It’s not hard for property owners in Pennsylvania to find out what portion of their tax bill goes to schools. They may think that’s all they pay to support education, but they’d be wrong. A secret school tax is not only funded by all taxpayers, but has been steadily increasing. And a new bill sponsored by Republican Speaker Mike Turzai that passed the House Education Commission Monday will increase this stealth tax even more.
The Educational Improvement Tax Credit allows corporations to help underwrite tuitions to private and parochial schools instead of paying their tax to the state. Paired with a related program, the Opportunity Scholarship Tax Credit, the two programs have grown from $35.7 million nine years ago to $160 million last year. Turzai’s bill would raise the amount of total tax credits by $100 million. Along with a third program that provides tax-credit funding for pre-K and extracurricular activities, the total cost will rise from $210 million to $310 million — with a built-in hike each year after a certain threshold is reached.
The EITC/OSTC is often called a “voucher lite” program because it diverts tax revenues to go directly to families in the form of scholarships and tuition payments for private and parochial schools. It is supposedly targeted to low- and middle-income families, but the maximum annual income for participating families will, under the bill, be raised from $85,000 to $95,000. That maximum rises with each additional child from a single family that takes advantage of the program. The salary max is nearly three times that for families of some special-education students. In no country in this world is a $285,000 salary considered “middle income.”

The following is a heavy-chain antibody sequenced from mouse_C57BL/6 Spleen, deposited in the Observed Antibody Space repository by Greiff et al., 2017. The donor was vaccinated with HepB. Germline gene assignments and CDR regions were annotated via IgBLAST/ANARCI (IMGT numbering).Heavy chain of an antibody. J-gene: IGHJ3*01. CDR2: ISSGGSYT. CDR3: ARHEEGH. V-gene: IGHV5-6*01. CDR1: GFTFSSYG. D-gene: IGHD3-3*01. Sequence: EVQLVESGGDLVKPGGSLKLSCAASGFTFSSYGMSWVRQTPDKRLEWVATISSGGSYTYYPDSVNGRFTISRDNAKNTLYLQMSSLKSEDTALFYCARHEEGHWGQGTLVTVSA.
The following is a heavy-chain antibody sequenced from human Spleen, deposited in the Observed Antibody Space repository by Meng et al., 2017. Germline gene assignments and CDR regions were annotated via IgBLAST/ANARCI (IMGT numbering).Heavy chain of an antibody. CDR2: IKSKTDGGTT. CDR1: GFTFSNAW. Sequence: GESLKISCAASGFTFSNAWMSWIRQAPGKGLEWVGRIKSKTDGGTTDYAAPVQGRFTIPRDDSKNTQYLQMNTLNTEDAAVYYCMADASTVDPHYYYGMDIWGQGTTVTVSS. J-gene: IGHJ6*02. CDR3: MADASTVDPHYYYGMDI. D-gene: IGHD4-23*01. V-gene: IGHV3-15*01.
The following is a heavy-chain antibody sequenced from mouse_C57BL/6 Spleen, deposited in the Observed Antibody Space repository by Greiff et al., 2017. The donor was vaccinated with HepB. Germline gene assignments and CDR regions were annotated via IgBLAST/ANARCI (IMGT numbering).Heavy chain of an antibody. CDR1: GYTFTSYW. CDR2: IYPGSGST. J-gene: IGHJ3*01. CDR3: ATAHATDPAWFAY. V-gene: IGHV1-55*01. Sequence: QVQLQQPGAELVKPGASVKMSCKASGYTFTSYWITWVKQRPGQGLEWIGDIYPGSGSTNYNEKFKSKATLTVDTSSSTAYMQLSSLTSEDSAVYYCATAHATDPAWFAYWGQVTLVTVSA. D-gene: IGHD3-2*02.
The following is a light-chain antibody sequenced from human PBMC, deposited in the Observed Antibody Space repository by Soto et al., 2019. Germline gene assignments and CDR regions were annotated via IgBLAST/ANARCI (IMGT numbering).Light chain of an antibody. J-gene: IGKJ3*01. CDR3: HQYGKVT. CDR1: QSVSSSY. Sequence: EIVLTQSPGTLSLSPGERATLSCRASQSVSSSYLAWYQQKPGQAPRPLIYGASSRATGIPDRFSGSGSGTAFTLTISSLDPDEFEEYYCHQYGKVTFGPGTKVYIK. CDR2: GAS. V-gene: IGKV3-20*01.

Champions of EITC like to pretend these are corporate contributions to education. The reality is that corporations divert up to 90 percent of their tax liability directly to organizations that provide scholarships and tuition for private and religious schools. That means that next year, more than $300 million that would have gone to the state budget will go instead to tuitions (as well as pre-K and extracurricular activities).
And because of the way the program is administered, these dollars go into a black box: The program is administered by the Department of Community and Economic Development instead of the Department of Education. DCED is prohibited by law to divulge any of the details of who gets the money, how well the students or the schools perform academically, or whether the bulk of the students are from low-income families.
Among the bedrock values of public education is the idea that every child deserves an education, and children cannot be discriminated against for disabilities, sexual orientation, or religious beliefs. The same does not hold true for private and religious schools — which used to be the trade-off for not getting tax dollars. Education Voters of Pennsylvania, which opposes this bill, projects that in 10 years, the cost of EITC/OSTC will expand to $1 billion.